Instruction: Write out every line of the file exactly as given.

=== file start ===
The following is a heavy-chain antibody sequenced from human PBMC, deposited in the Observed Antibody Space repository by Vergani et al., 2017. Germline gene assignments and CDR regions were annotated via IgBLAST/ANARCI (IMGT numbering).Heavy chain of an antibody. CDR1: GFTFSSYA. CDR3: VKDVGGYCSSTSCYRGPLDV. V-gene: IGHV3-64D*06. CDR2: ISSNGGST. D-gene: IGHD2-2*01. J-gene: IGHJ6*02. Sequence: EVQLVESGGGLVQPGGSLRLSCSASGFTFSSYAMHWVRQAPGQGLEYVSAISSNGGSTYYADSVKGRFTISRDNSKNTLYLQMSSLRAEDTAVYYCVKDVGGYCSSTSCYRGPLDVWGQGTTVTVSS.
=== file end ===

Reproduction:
The following is a heavy-chain antibody sequenced from human PBMC, deposited in the Observed Antibody Space repository by Vergani et al., 2017. Germline gene assignments and CDR regions were annotated via IgBLAST/ANARCI (IMGT numbering).Heavy chain of an antibody. CDR1: GFTFSSYA. CDR3: VKDVGGYCSSTSCYRGPLDV. V-gene: IGHV3-64D*06. CDR2: ISSNGGST. D-gene: IGHD2-2*01. J-gene: IGHJ6*02. Sequence: EVQLVESGGGLVQPGGSLRLSCSASGFTFSSYAMHWVRQAPGQGLEYVSAISSNGGSTYYADSVKGRFTISRDNSKNTLYLQMSSLRAEDTAVYYCVKDVGGYCSSTSCYRGPLDVWGQGTTVTVSS.